Poland’s lawmakers gave their final approval on Thursday to legislation that will allow politicians to fire judges who criticise their decisions, a change that European legal experts warn will undermine judicial independence.
The legislation passed in the lower house of parliament, the Sejm. It goes next to President Andrzej Duda, who has expressed his support for the legislation and is expected to sign it into law.
Proposed by Poland‘s right-wing governing party, which seeks more control over the judiciary, the law has been condemned by the European Union, the United Nations and other international bodies, as well as by Polish legal experts and Poland’s opposition.
They said it violates EU principles and the democratic separation of powers.
Further aggravating the conflict, Poland’s Justice Ministry said on Thursday that it would not recognise a resolution by the Supreme Court which said earlier in the day that some of its newest judges were unlawfully appointed, since they were designated by a new judicial body that is considered to be politically controlled by the governing Law and Justice (PiS) party.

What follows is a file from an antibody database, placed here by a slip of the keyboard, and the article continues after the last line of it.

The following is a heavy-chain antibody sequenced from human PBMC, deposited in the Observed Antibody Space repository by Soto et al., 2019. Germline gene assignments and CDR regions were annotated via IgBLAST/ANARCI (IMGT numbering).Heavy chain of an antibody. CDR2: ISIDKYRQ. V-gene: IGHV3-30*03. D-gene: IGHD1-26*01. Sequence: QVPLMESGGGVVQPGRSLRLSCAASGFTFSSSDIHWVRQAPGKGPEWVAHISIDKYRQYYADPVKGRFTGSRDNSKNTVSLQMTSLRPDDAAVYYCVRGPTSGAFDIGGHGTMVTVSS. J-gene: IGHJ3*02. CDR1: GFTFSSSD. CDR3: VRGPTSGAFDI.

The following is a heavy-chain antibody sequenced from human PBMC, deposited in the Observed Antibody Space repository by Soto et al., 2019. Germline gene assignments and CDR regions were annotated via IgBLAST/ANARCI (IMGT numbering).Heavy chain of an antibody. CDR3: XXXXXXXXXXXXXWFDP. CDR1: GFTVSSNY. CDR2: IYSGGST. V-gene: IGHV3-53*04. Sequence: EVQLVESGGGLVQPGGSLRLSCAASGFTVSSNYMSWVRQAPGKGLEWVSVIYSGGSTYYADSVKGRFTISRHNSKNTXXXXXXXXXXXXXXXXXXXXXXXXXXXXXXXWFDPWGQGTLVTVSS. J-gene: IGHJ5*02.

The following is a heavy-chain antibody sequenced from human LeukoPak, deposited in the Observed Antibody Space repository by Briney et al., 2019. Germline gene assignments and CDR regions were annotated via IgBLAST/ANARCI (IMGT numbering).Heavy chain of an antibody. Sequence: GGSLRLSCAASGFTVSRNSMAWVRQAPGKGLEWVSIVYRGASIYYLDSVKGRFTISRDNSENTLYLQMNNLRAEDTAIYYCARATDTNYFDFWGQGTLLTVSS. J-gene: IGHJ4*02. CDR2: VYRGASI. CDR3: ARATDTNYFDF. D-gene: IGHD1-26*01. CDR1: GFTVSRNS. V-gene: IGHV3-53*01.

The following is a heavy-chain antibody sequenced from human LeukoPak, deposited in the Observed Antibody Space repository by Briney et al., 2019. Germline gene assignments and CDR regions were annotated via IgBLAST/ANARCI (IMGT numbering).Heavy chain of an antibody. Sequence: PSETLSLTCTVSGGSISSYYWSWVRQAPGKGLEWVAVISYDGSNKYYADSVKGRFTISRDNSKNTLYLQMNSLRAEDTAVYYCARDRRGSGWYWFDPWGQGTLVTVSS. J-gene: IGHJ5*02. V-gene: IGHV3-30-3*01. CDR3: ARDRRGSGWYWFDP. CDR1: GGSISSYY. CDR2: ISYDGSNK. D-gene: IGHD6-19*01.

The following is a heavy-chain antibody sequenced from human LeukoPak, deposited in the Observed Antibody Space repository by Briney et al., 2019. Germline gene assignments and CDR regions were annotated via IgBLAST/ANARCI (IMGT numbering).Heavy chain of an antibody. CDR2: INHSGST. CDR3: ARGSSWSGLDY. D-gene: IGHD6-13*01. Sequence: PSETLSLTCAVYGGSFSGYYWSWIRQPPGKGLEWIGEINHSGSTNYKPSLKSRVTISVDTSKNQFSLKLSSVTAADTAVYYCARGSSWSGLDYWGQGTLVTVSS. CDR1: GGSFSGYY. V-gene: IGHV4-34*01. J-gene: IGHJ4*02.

The bill about firing judges was rejected by the Senate last week. The lower house of Poland’s parliament, which is controlled by PiS, as expected, gave its final approval in Thursday’s vote.
The party has argued the law is needed to prevent “anarchy” among judges, some of whom are critical of the party’s policies.
The law would prohibit judges from engaging in any public activities that could be seen as politically motivated.
It curbs the right of judges to form independent judicial bodies and requires them to declare all group affiliations, including any political affiliation from Poland’s pre-1989 communist era.
The legislation also bans judges from evaluating or criticising new judicial appointments or powers of state authorities. The punishment for non-compliance ranges from fines to dismissal.
The law is part of changes the governing party has made to the judiciary since it came to power in 2015.
PiS argues the judicial system needs to be made more efficient. Critics agree that improvement is needed but say the changes amount to putting judges under political control.